He laid out the double standards: "In the practical application of policies, our Western partners - the United States first and foremost - prefer to be guided not by international law, but by the right of strength. They believe in their exceptionalism, that they (can) decide on the fate of the world, that they are always right."
Law was disregarded in Yugoslavia in 1999, bombed by NATO with no UN mandate, Afghanistan, Iraq. Perversion of the UN Resolution on Libya, which was for a no fly zone, not bombing the country in to submission - a tragic, shameful travesty with the horror of the murder of the country's Leader, most of his family, over which Hillary Clinton laughed as she said: "We came, we saw, he died." Clinton of course, has now called Putin "Hitler."
The "coloured revolutions" in Europe and the Arab world were simply more of the same by other means, Putin stated, but in: "Ukraine the West crossed a red line", with Russia's wish for dialogue and compromise ignored.
The red line was in that: "The coup-imposed authorities in Kiev voiced their desire to join NATO, and such a move would pose an imminent threat to Russia."(2.)
Meanwhile, escaped from the American asylum, Vice President Joe Biden said that the U.S. stands resolutely with Baltic States in support of the Ukrainian people against Russian aggression. "Russia cannot escape the fact that the world is changing and rejecting outright their behavior", Biden said, after meeting Lithuanian President Dalia Grybauskaite and Latvian President Andris Berzins. What aggression exactly?
However, as ever, the all is more complex: "Current international law combines two contradictory principles: a government's territorial integrity on the one hand, and a nation's right to self-determination on the other, according Maxim Bratersky of the Center for Comprehensive European and International Studies at the Higher School of Economics in Moscow."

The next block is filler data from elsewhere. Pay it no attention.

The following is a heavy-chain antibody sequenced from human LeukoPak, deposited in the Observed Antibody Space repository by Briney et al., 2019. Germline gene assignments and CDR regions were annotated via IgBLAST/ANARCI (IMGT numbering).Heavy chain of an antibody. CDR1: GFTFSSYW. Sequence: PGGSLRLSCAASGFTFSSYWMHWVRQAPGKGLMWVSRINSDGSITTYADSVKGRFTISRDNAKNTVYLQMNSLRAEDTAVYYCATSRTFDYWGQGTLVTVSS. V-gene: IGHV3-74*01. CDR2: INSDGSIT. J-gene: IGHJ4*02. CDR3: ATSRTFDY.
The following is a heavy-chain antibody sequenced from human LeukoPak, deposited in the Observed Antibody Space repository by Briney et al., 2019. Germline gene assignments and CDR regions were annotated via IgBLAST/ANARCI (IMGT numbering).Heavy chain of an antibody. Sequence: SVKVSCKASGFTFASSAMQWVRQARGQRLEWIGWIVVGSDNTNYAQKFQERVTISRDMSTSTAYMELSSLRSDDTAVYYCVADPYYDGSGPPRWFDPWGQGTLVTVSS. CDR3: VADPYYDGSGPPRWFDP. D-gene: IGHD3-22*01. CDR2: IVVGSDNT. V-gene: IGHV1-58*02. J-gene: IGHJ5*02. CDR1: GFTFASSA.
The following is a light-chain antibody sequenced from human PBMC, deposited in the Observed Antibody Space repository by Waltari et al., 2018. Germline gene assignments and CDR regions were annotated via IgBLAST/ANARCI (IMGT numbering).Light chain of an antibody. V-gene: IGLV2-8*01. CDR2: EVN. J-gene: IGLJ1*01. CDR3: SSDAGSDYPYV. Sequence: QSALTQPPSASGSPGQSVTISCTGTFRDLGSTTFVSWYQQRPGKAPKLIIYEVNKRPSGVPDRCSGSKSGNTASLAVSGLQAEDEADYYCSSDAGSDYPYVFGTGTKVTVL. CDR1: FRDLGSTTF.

The West recognized Kosovo's independence from Serbia in 2008, based the principle of right to self-determination. "Kosovo is a mirror image of the current situation in Crimea", says Bratersky:
"In sending troops into Kosovo, NATO did not allow the Serbs to intervene in the referendum. The UN did not give NATO's forces a mandate to send troops into Kosovo." He also points out that South Sudan ceded from Sudan in 2011 (with world leaders or their Ambassadors attending the celebrations.) East Timor became independent of Indonesia, both endorsed by the UN. Mutual agreement ruled, as with Crimea and the Russian Federation.
In 1997, the British returned Hong Kong to Chinese jurisdiction.
"But on the whole, the system of international law does not function. The side that has the most bayonets wins," Bratersky states. "Kosovo is a vivid example of this."(3)
In trade and energy supplies, Russia has a lot of bayonets and the coffers of the EU and US are woefully low.
David Cameron has grand plans to "celebrate" the centenary of the start of World War 1 this year, he still seems hell bent on celebrating it by starting World War 111.
As this is finished, in response to the US placing travel bans on Russian politicians and public figures, rather than engaging in a diplomatic exchange of views, Russia has: "announced sanctions against several advisers to President Obama as well as a number of lawmakers, including House Speaker John Boehner and Senate Majority Leader Harry Reid - retaliation after President Obama announced economic sanctions against Russia.
The sanctions ban Boehner, Reid, and Senators Mary Landrieu, Daniel Coats, Robert Menendez, John McCain, as well as Obama advisers Caroline Atkinson, Daniel Pfeiffer, and Benjamin Rhodes from entering Russia." (4)
Someone please chuck that Obama Nobel Peace Prize in to the Potomac.
The co-author of this disaster is the Dutch government, which did not find either strength or desire to save the lives of its citizens who were flying on that plane. The Dutch authorities did not demand Ukraine to comply with international aviation regulations
On the second day of the St. Petersburg International Economic Forum, a plenary meeting was held, in which Russian President Vladimir Putin, French President Emmanuel Macron, Japanese Prime Minister Shinzo Abe, Chinese Vice President Wang Qishan and IMF head Christine Lagarde took part